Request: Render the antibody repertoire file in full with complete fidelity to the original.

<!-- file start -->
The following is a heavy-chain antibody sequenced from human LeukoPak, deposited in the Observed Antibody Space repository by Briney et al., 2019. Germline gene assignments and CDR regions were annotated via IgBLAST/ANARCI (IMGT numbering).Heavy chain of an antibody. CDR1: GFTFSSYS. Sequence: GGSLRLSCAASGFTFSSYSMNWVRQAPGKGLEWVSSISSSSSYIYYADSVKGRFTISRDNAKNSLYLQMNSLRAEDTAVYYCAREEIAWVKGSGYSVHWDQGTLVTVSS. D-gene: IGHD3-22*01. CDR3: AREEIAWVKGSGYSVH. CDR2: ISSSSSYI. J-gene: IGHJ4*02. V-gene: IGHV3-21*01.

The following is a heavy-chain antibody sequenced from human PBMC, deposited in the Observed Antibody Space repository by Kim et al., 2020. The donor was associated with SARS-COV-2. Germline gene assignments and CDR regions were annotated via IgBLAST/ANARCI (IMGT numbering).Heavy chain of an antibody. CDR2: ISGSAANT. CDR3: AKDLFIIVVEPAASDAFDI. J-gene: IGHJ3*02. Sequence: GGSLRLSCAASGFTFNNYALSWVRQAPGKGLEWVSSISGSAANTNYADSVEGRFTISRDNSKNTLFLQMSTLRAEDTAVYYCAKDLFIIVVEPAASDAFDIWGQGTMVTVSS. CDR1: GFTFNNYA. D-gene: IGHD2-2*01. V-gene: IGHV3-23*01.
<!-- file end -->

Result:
The following is a heavy-chain antibody sequenced from human LeukoPak, deposited in the Observed Antibody Space repository by Briney et al., 2019. Germline gene assignments and CDR regions were annotated via IgBLAST/ANARCI (IMGT numbering).Heavy chain of an antibody. CDR1: GFTFSSYS. Sequence: GGSLRLSCAASGFTFSSYSMNWVRQAPGKGLEWVSSISSSSSYIYYADSVKGRFTISRDNAKNSLYLQMNSLRAEDTAVYYCAREEIAWVKGSGYSVHWDQGTLVTVSS. D-gene: IGHD3-22*01. CDR3: AREEIAWVKGSGYSVH. CDR2: ISSSSSYI. J-gene: IGHJ4*02. V-gene: IGHV3-21*01.

The following is a heavy-chain antibody sequenced from human PBMC, deposited in the Observed Antibody Space repository by Kim et al., 2020. The donor was associated with SARS-COV-2. Germline gene assignments and CDR regions were annotated via IgBLAST/ANARCI (IMGT numbering).Heavy chain of an antibody. CDR2: ISGSAANT. CDR3: AKDLFIIVVEPAASDAFDI. J-gene: IGHJ3*02. Sequence: GGSLRLSCAASGFTFNNYALSWVRQAPGKGLEWVSSISGSAANTNYADSVEGRFTISRDNSKNTLFLQMSTLRAEDTAVYYCAKDLFIIVVEPAASDAFDIWGQGTMVTVSS. CDR1: GFTFNNYA. D-gene: IGHD2-2*01. V-gene: IGHV3-23*01.